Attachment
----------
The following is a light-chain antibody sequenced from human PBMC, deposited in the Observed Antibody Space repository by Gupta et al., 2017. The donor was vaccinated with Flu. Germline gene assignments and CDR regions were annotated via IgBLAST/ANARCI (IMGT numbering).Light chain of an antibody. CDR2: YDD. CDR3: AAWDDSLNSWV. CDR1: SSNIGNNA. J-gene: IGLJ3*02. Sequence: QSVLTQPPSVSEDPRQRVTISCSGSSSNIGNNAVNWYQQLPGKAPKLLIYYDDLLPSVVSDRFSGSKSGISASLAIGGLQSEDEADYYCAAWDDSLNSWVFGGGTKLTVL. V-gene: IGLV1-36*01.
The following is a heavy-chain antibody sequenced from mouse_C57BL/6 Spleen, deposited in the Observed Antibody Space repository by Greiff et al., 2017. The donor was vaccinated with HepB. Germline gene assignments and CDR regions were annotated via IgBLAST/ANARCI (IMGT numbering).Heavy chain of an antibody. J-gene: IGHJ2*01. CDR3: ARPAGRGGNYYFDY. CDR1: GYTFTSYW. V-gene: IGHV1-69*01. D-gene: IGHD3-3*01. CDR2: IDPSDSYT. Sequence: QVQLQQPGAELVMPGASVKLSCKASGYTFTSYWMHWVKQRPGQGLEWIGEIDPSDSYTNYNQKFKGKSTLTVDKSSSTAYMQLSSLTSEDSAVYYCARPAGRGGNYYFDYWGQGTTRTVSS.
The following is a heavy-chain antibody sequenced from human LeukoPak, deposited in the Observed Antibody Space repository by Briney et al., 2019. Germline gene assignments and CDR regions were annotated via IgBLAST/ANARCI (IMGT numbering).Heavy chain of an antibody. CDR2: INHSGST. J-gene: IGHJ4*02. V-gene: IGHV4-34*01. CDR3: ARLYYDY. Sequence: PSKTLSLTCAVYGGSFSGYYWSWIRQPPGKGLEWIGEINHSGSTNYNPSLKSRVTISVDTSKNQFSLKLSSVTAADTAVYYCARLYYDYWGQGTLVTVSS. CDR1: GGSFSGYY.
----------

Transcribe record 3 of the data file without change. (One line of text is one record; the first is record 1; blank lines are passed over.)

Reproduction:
The following is a heavy-chain antibody sequenced from human LeukoPak, deposited in the Observed Antibody Space repository by Briney et al., 2019. Germline gene assignments and CDR regions were annotated via IgBLAST/ANARCI (IMGT numbering).Heavy chain of an antibody. CDR2: INHSGST. J-gene: IGHJ4*02. V-gene: IGHV4-34*01. CDR3: ARLYYDY. Sequence: PSKTLSLTCAVYGGSFSGYYWSWIRQPPGKGLEWIGEINHSGSTNYNPSLKSRVTISVDTSKNQFSLKLSSVTAADTAVYYCARLYYDYWGQGTLVTVSS. CDR1: GGSFSGYY.